Recovery still possible for disease that's hard to detect

PUBLISHED : Monday, 19 November, 2007, 12:00am
UPDATED : Monday, 19 November, 2007, 12:00am

Herman Wong Tze-ming, specialist in medical oncology, AmMed Cancer Center

Is non-Hodgkin's lymphoma visible; can it be easily detected?

While visible symptoms can be seen in some kinds of cancer, non-Hodgkin's lymphoma is often not easily detected until it reaches a late stage. This is because the lymph nodes are found inside the body and the problem may not be noticed in a routine check-up. It is much easier to treat a node if it grows in a visible area such as the neck. But in many cases, the node is inside the stomach, brain or mediastinum. The patient is unlikely to know that they have the disease until they feel pain, or suspect that something abnormal is happening in their body This cancer is like a hidden bomb.

What causes non-Hodgkin's lymphoma? Like many types of cancer, the cause remains unknown. Genetics could be one factor. Virus mutation could be another. After receiving radiotherapy, patients face the risk of getting non-Hodgkin's lymphoma, although the chance is relatively low. So far there is no evidence to prove that certain types of food or a polluted environment are the cause.

How does it occur? The lymphatic system is the body's natural defence against infection, and in a normal immune system it induces cells to kill the infection. But if the system malfunctions, the infected lymph node will continue to grow and spread to other parts of the body. When the cells reach a new site, they may keep on splitting up and form a new tumour.

Is non-Hodgkin's lymphoma fatal? Without proper treatment, the disease is fatal. Conditions of the cancer are divided into four stages. The later the stage, the harder it is to be cured.

What are the chances of recovery? This hinges on the patient's age, health, the behaviour of the tumour and the presence of B-symptoms such as fever, weight loss and sweating. A blood test can also detect the size of the tumour.

Kenny Lei Ieng-kit, specialist in medical oncology, Prince of Wales Hospital

Is there any screening programme for non-Hodgkin's lymphoma? There is no proven screening programme. For low-grade lymphoma, most patients do not have symptoms at the onset of the disease.

The diagnosis is often made incidentally when the patient is screened for something else. Nevertheless, survival would not be greatly affected by an early diagnosis.

With aggressive lymphoma, the disease usually develops more rapidly. Patients generally don't have a honeymoon period before diagnosis. The disease occurs and evolves in a relatively short time. Therefore, screening is not needed.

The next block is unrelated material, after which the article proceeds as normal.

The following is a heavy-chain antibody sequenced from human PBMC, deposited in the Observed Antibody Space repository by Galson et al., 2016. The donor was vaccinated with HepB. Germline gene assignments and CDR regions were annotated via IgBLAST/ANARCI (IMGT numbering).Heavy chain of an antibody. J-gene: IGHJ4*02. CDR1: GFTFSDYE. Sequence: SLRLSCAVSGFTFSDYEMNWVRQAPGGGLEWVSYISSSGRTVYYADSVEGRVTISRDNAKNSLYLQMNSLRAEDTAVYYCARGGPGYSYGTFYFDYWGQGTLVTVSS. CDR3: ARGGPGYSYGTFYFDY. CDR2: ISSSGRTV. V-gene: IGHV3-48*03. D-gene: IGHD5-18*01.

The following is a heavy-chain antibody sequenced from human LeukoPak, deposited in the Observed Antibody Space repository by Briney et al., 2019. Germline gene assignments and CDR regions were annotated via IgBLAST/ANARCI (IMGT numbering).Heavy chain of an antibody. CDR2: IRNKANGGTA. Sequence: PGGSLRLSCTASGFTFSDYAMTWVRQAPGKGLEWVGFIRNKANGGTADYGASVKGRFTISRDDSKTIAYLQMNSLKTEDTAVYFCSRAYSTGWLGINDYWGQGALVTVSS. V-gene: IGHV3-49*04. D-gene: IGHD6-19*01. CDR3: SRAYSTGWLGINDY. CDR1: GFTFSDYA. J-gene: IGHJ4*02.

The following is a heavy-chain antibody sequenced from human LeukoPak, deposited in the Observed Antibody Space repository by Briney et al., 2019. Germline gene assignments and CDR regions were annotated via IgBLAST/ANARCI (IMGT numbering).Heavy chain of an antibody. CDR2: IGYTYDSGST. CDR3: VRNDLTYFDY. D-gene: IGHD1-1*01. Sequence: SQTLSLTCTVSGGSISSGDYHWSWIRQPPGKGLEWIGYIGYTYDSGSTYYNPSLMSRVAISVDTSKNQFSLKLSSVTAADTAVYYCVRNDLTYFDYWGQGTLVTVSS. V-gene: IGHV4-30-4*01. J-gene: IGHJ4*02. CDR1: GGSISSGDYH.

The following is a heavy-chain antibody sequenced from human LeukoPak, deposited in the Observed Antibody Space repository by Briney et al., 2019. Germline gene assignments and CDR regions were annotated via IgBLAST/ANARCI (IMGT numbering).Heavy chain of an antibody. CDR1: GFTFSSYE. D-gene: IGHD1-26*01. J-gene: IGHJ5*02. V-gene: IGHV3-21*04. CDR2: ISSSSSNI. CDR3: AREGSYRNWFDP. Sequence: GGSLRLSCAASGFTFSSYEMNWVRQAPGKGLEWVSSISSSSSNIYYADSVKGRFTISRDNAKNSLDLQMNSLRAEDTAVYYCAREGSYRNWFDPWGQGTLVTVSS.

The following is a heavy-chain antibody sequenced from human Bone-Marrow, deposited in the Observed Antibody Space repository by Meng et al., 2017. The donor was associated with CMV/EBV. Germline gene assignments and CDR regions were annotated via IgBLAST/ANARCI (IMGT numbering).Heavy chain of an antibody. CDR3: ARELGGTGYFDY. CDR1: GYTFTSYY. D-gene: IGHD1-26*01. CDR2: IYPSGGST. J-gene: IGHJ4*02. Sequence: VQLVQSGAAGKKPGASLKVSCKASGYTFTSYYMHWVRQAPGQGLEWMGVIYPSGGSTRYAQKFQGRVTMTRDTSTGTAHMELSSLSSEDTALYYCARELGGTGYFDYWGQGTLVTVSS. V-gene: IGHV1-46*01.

The Hospital Authority's Hong Kong Cancer Registry statistics show that the average number of new non-Hodgkin's lymphoma cases from 2000 to 2004 mostly involved patients aged from 50 to 75. The average number of new non-Hodgkin's lymphoma cases every year for those aged 50 was 48, and for those aged 75 it was 62.

Is it correct to say that the cancer is active in people of middle and old age and why?

Lymphoma is a heterogeneous disease group, comprising of more than 30 distinct disease subtypes with diverse features. The registry's statistics are from a primitive database which only records basic patient data. For lymphoma patients, it is hard to get a clear understanding of each individual lymphoma subtype.

In general, the incidence of lymphoma does rise with age. This has been observed all over the world. A general explanation of this is that the older we get, the more likely we are to be exposed to risk factors (known and unknown) for developing lymphoma and other forms of cancer.

The registry's statistics also show that only about 50 per cent of lymphoma cancer patients survive after five years of treatment. Why is the survival rate so low?

A generalisation should not be made from this data. Different lymphoma subtypes will have a different survival pattern. For low-grade lymphoma, the median survival duration can be as long as eight to 10 years.

For some aggressive lymphomas, the average survival rate of five years is about 50 per cent - and this is not a low survival figure. Of course, there is still room for improvement, especially with the development of new drugs.

But the results of this will only be reflected in the next five years. I cannot explain why the survival rate is low because that depends on the patient population, disease stage and the type and quality of treatment that they were receiving at the time.

Any or all of these factors could have had an influence on the survival rate.